Thoughts on ND Senate Defeating Recreational Marijuana

Senator Oley Larsen (R - District 3) urges colleagues to defeat legalization of recreational marijuana in North Dakota. (Photo via screenshot.)

Earlier today, the North Dakota Senate defeated House Bill 1420. This was Rep. Jason Dockter’s (R – District 7) effort to legalize recreational marijuana. Many expected the bill to have a chance, but it wasn’t to be. After some passionate pleas for its defeat on the Senate floor, the legislation only garnered 10 green votes.

Fundamentally, there were two reasons that so many thought passage was a possibility:

  1. Proponents of legalization have made it clear that they’re not backing off the issue. In fact, efforts are already underway to put the issue on the ballot in 2022. In other words, it’s seen as inevitable that legalization will become a reality. The only question was whether the legislature wanted to craft how it looks or not.
  2. HB 1420 struck a balance we’d not seen previously. Had it passed, marijuana would have been legal under very specific conditions. Two of the main ones being that it could only be used on private property and not in the presence of those under 21 years of age.

Interestingly enough, we may not have seen the last of this issue in the 2021 Legislative Session. As the final speaker on the floor today, Senator Dick Dever (R – District 32) suggested to his colleagues that they defeat HB 1420 and draft a delayed resolution to put the issue to a vote of the people. Whether that played in to some voting against it remains to be seen.

With all due respect, I must say that I believe the biggest obstacle to legalization might be amongst proponents themselves. In order to win, people must coalesce behind a winning strategy. That didn’t happen after 2018 when Measure 3 was defeated with over 59% of the vote.

Instead, factions developed within the movement— to the point of even having competing ideas for ballot measures. Eventually, efforts to do something in 2020 were sidetracked by COVID-19.

Don’t get me wrong, with things like expungement of records, possession limits, home-growing, etc. always part of the discussion, disagreements are inevitable. But at some point, proponents have to decide if they want to win or not. If they do, they have to accept the reality that some things just won’t be accepted by the citizenry at large. And those things must be identified and left out of future efforts.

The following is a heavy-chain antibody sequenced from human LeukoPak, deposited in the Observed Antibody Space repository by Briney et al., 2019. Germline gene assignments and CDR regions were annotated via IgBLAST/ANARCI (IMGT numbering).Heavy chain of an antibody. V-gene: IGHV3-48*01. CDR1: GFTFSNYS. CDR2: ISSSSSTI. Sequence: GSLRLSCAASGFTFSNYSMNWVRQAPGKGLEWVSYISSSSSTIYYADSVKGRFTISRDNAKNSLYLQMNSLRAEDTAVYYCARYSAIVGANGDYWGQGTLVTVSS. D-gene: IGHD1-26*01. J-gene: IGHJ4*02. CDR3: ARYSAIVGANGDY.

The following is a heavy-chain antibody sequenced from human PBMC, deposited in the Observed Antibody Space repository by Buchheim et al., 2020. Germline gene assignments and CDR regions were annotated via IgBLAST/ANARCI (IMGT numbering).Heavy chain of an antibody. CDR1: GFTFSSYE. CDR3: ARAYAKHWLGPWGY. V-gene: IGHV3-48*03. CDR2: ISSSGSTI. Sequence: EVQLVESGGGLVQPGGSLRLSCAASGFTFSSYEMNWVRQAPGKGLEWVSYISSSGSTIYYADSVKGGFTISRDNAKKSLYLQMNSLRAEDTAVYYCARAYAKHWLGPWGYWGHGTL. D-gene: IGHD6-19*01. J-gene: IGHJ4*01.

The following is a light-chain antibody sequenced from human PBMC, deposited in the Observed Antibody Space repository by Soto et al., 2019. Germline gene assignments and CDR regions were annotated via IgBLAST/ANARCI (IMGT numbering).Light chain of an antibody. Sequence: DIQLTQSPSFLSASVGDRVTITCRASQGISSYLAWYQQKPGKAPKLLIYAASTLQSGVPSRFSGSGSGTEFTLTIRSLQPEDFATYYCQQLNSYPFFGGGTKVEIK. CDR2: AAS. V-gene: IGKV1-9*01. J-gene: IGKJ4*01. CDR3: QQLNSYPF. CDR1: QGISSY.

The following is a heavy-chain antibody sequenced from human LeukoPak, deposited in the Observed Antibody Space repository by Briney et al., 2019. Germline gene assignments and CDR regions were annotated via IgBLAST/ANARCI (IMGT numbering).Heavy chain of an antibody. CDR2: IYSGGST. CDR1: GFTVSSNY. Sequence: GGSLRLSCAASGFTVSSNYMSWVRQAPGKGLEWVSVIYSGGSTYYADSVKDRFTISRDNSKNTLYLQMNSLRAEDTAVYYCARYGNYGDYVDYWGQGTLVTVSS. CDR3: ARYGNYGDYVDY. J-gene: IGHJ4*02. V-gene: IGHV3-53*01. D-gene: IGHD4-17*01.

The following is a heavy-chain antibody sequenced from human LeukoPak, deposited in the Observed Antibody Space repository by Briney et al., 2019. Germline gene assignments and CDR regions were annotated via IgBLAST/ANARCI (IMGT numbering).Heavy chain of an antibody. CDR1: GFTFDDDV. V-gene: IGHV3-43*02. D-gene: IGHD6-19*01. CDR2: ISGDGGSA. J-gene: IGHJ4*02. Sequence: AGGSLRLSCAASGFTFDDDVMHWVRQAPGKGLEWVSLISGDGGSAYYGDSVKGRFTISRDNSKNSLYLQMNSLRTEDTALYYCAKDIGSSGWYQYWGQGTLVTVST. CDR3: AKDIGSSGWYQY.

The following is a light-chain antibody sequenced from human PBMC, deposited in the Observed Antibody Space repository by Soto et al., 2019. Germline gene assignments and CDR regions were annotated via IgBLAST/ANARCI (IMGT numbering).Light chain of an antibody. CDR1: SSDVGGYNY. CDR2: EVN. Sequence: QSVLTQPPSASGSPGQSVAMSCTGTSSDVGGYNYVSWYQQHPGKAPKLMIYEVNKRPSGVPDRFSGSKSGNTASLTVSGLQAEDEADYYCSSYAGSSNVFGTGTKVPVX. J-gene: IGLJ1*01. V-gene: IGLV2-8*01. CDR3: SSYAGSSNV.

To be very honest, I think the best thing supporters of legalization could do going forward is to take the bill the Senate just defeated and put it on the ballot as an initiated measure. I’m confident it will pass. It strikes the kind of balance Measure 3 didn’t have.

As an old political friend of mine always says, “Do you want to be right or do you want to win?” That’s the question facing supporters of legalization. And the sooner they answer the latter, the sooner they’ll achieve victory at the ballot box.

As for the Senate, I truly believe that all they did today was kick the can down the road. As I said in 2018— legalization is coming to North Dakota. Only now it’s back in the hands of legalization proponents to decide when that’ll be.



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About T. Arthur Mason 883 Articles
T. Arthur Mason is a native North Dakotan who has spent nearly all of his life in the Peace Garden State. As the third of four children in Western North Dakota, Mason grew to appreciate family and the outdoors. Some of his fondest memories are annual deer hunts with family and friends. In his early teenage years, faith became a central part of T. Arthur Mason's life. He and the majority of his family attend church together on a weekly basis and find this a fulfilling aspect of their lives. Through the influence of his father, T. Arthur Mason became intrigued with politics. As a boy, he attended political events with his father and enjoyed the friendships that resulted as a byproduct of those political associations. As Mason grew older, he became convinced that the quote often attributed to Thomas Jefferson was true, "That government is best which governs least." Today, T. Arthur Mason enjoys time with his wife and children, an occasional hunt, and an increasingly active life on the political scene. This blog is the fulfillment of a dream to design a web site in the realm of politics and to advocate for the principles of Liberty and constitutionally limited government. On behalf of all those that contribute to The Minuteman, we hope you enjoy your time on the site and will share the message with others.